And how much time will it be before someone just writes a program that handles both formats natively? RAR, ACE, and all the other compressors already do handle Zip file just fine.
    • by H0ek (86256) on Tuesday June 10, 2003 @01:11PM (#6162318) Homepage Journal
      Hey, perhaps they can use the extension .WIP

      Seems to accurately reflect the idea that WinZip is still a Work In Progress, eh?
    • The point, I believe, is that even WinZip *would* follow the same format, if they possibly *could*. Therefore, no, other programs aren't going to be able to handle PKWare's version, either.

      So, in actuality, it sounds like perhaps PKWare is setting themselves up to no longer *be* the standard. Putting out a product incompatible with the others isn't going to help them win friends and influence people, not when most everybody I know is using the Winzip product. I myself haven't even looked at PKWare since
      • Just use WinRAR. (Score:5, Interesting)

        by BoomerSooner (308737) on Tuesday June 10, 2003 @01:22PM (#6162429) Homepage Journal
        It does ZIP, ACE, RAR, ...
        tar zxvf
        gzip

        What else exists?

        Oh yea I forgot .sit (I love the fact that OS X has tar.gz built in) Hell I never send Mac friends .sit files. tar.gz all the way baby!
        • The whole point of this story is that PKWare is doing some kind of encryption thing that they aren't sharing with others. So only PKWare's zip program will support said encryption. It isn't just WinZip that won't. WinRAR will still support zip the way it has, sure. But it won't support the new encryption deal.

          So switching doesn't do a hell of a lot of good unless you switch to theirs. Which is probably the plan, I guess.
  • by Junior J. Junior III (192702) on Tuesday June 10, 2003 @01:04PM (#6162213) Homepage
    Oh well, I guess I'll just have to keep using WinRAR.
  • Sounds a lot like the original riff in ARC that lead directly to ZIP in the first place (I know the exact circumstances are different, but the similarities are quite interesting). Yes, I'm that old :)
  • Yeah, I'll keep on using Winrar. It'll probably be able to read them both in a month.
  • Come on now, Winzip, why not just drop the whole .zip compression altogether and do .rar instead? Not only is it much better, but you could very easily change your name from Winzip to Winra... oh, wait [rarlabs.com]...

  • by Skyshadow (508) on Tuesday June 10, 2003 @01:07PM (#6162246) Homepage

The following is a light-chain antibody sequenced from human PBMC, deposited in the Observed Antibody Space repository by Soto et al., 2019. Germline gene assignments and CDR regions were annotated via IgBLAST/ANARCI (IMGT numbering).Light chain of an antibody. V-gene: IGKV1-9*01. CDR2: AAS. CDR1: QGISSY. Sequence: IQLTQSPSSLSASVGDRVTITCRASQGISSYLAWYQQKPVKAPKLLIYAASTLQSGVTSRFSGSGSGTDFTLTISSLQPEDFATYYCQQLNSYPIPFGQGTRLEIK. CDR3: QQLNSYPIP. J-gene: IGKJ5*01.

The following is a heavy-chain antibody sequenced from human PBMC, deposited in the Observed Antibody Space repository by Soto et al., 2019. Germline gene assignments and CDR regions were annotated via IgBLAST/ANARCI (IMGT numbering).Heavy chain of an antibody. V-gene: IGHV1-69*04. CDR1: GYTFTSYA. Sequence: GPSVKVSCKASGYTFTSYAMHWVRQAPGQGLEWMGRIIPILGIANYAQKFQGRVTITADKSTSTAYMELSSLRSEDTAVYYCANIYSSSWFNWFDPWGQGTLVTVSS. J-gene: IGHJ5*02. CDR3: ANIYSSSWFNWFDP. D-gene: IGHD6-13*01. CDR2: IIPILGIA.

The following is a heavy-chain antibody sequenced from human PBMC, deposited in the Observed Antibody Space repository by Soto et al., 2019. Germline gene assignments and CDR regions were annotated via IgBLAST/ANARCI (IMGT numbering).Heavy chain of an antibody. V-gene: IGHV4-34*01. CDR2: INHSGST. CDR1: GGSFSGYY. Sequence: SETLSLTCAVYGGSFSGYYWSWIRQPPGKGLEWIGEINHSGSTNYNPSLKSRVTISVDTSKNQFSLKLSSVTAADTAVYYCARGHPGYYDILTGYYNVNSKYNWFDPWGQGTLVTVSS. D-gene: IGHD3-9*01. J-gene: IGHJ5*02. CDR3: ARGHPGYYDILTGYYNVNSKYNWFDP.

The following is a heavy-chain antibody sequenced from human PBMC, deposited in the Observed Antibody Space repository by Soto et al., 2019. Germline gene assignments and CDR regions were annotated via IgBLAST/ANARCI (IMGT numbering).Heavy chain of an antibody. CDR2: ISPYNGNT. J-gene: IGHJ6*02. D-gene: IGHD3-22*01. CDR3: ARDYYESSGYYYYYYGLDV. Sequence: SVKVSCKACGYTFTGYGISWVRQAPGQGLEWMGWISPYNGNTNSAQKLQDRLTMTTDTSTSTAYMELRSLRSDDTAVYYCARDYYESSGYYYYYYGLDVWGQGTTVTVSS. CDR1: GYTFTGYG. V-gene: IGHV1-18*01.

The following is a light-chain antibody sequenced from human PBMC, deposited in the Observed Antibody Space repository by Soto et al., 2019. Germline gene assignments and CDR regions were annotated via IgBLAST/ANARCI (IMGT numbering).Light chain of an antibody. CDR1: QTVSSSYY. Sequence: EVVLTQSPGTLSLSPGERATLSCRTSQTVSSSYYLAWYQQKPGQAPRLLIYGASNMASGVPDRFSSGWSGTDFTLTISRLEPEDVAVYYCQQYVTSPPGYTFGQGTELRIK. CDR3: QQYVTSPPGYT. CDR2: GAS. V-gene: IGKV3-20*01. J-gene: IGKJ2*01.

While this is a Bad Thing from an open-standards standpoint, does anyone actually use the security features on zip? I'd think anyone concerned enough to protect their archives would want to use a serious encryption format.

    So, if a fork occurs in a feature which nobody uses, does it make a sound?

    • by CharlieG (34950) on Tuesday June 10, 2003 @02:11PM (#6162978) Homepage
      yep, and for a stupid reason

      The company firewall will not allow certain kinds of files though (read things like source code and exes) - fair enough, but even if you zip the file, the block it. This not only occurs through the firewall, but inside the company too. So when we want to send a file, we zip with encryption. They can't open it to see what is inside, so they let it through
    • by twitter (104583) on Tuesday June 10, 2003 @03:00PM (#6163510) Homepage Journal
      So, if a fork occurs in a feature which nobody uses, does it make a sound?

      It does when the company in question starts dumping product and people start using it. Just let them promote the useless feature and wait for the ass pains to set in. If they are dumping a "client" ala Adobe PDF, people can say, "Don't complain, the client is free." Ugh, at least Adobe released file specs.

      If a company decides to go 20 years retro and create a new non free file format, that's just one more dumb format to get in the way. You would hope that people knew better by now, but they don't. Witness the growing popularity of M$.DOC, the dumbest way to exchange text ever.

  • Not that serious (Score:3, Insightful)

    by Chris_Jefferson (581445) on Tuesday June 10, 2003 @01:07PM (#6162252) Homepage
    This is only related to the encryption. Those of us who have been using winzip for a long time will remember that winzip never used to handle multiple part zips, so if you wanted to handle them you had to point winzip at a "real" pkzip. I will be very suprised if the same system doesn't occur here. Also who is going to use zip's build in encryption anyway?
  • I guess I'll have to just keep using tar and gzip. Many apologies to the late Phil Katz....
  • PKWare vs. WinZip? (Score:5, Insightful)

    by micromoog (206608) on Tuesday June 10, 2003 @01:07PM (#6162261)
    Goodbye PKWare.
  • they will both still be compatible with whatever format M$ is now using natively .. which means they will still be compatible with one another .. which means this is a non-issue ..

    In fact the last paragraph of the article states that this is a non-issue ...
    • Re:non issue .. (Score:5, Informative)

      by afidel (530433) on Tuesday June 10, 2003 @01:17PM (#6162386)
      you would think so from the article, but reality so far has shown differently. I have already run into two instances where someone using the beta copy of winzip9 used the new format by accident and those people using pkware or xp's built in zip readers could not read the file because of some header issue or something like that. Once they rezipped the file with the winzip8 option (aparantly that's what they did as both posts said something to that effect) no one had a problem reading the file. I hope that whatever issue is causing this is removed before the release version.